PopCult Nostalgia Open Thread: Ave Atque Vale, MAD Magazine

(Signe Wilkinson via GoComics.com)
.

I’ll always have a soft spot in my heart for MAD Magazine, which my dad started reading when it was still a comic book. (He never forgave my mother for throwing those precious issues away during the divorce.) And I cherish the 1973 ComicCon program I got Sergio Aragonés (and others) to autograph. But it’s been at least 30 years since I bought a copy of the magazine, so…

… “Age hits everybody: It hits magazines, it hits the movies, it hits technology,” legendary Mad cartoonist Sergio Aragonés told The Washington Post on Thursday. “It’s been a logical development.”

Mad magazine hit a peak of more than 2 million subscribers in the early ’70s, when it memorably satirized shifting social mores and cultural attitudes. Emblematic of that era — when Mad flexed the most pop-culture muscle as a powerhouse of topical irreverence — was a Watergate-era sendup of President Richard Nixon and Vice President Spiro Agnew in a “big con” spoof of the hit Oscar-winning movie “The Sting.”

But commercial pressures had changed since the ’90s. To try to survive in more recent years, as circulation dwindled precipitously, the magazine owned by Warner Bros.’ DC division shifted to a quarterly publishing schedule and moved its offices from New York to the Los Angeles area. Now, the Mad brand will mostly endure by simply recirculating its classic vintage material, living on through the appeal of what it once was…

Mad will begin disappearing from newsstands, though it will remain available to subscribers and through comic shops. After this fall, the magazine will produce no new content, except for the end-of-year specials. All issues after that will be republished content culled from 67 years of publication, and Mad will continue to publish books and special collections, multiple people told The Post. DC declined a request for comment…

Tim Kreider, at the NYTimes:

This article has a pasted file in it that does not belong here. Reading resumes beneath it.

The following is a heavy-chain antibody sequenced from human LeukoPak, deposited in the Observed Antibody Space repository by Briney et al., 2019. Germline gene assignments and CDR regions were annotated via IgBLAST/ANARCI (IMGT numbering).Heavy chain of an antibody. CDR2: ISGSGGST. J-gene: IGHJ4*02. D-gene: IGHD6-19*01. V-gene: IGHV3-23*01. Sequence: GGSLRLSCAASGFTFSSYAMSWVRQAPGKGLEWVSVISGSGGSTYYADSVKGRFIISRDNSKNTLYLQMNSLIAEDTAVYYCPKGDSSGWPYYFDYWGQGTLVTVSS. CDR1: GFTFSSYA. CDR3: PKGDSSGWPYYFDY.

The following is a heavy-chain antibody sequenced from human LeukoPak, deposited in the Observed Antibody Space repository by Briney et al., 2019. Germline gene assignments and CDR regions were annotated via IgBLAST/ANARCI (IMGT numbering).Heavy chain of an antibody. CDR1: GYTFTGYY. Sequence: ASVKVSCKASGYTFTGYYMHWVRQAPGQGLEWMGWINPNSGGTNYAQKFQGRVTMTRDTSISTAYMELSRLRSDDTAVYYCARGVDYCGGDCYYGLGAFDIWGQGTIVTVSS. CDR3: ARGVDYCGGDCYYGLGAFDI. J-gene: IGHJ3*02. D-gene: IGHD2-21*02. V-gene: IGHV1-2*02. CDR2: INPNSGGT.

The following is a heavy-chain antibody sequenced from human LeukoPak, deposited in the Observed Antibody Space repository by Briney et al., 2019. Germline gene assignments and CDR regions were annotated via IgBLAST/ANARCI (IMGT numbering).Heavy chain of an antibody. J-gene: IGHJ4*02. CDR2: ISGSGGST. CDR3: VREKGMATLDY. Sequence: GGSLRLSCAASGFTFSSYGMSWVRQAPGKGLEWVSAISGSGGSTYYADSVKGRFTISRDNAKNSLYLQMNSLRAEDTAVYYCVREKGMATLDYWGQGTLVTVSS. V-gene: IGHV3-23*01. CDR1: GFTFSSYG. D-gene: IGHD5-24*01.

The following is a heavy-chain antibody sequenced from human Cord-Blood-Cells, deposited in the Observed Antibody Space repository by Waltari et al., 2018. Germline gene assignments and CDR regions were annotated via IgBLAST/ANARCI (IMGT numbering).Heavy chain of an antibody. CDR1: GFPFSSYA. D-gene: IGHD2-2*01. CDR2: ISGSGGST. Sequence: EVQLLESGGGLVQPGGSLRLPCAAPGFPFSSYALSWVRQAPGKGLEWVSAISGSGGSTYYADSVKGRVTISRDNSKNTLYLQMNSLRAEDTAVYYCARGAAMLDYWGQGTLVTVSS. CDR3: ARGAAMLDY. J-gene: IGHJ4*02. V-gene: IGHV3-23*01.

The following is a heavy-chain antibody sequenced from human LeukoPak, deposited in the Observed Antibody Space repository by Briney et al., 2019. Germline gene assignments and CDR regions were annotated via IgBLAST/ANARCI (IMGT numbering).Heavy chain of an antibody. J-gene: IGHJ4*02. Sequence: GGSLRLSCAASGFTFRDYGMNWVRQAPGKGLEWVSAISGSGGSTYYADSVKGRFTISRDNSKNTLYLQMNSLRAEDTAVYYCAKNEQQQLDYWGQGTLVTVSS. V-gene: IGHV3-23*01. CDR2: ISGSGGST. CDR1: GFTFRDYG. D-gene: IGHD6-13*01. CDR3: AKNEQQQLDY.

I also learned from Mad that politicians were corrupt and deceitful, that Hollywood and Madison Avenue pushed insulting junk, that religion was more invested in respectability than compassion, that school was mostly about teaching you to obey arbitrary rules and submit to dingbats and martinets — that it was, in short, all BS. Grown-ups who worried that Mad was a subversive influence, undermining the youth of America’s respect for their elders and faith in our hallowed institutions, were 100 percent correct.

I never wrote or drew for Mad (though I have several friends who did) but my own cartooning was deeply influenced by its artists, from Mort Drucker’s obsessive perfectionism for the most inconspicuous detail to Don Martin’s wild, spontaneous precision. I learned from Mad that a line could be funny: not just a face but the cock of an eyebrow, the sploosh of a bowl of soup. Certain expressions drawn by Harry North, Esq. — a vacationing veteran’s hollow-eyed paranoia at the lying smiles of the Japanese all around him, a guy realizing what he should’ve said to the jerk who cut him off in traffic earlier that day — have become engraved as the dictionary illustrations in my brain for “xenophobia” and “l’esprit d’escalier.”…

Mad’s influence is ubiquitous now. The glut of satire and subversive comedy we all now consume daily is created by kids who grew up on Mad or on humor inspired by it: “Saturday Night Live,” “The Simpsons,” “The Daily Show,” “The Colbert Report” and The Onion are all in one way or another the spawn of Mad. But in the end, the magazine largely obviated itself as a cultural force by becoming the dominant mode of humor in America. The language of advertising, P.R. and even politics have all appropriated the snark and irony of Mad. Even The Man wants to be a wiseass now.






112 replies
  1. 1
    SiubhanDuinne says: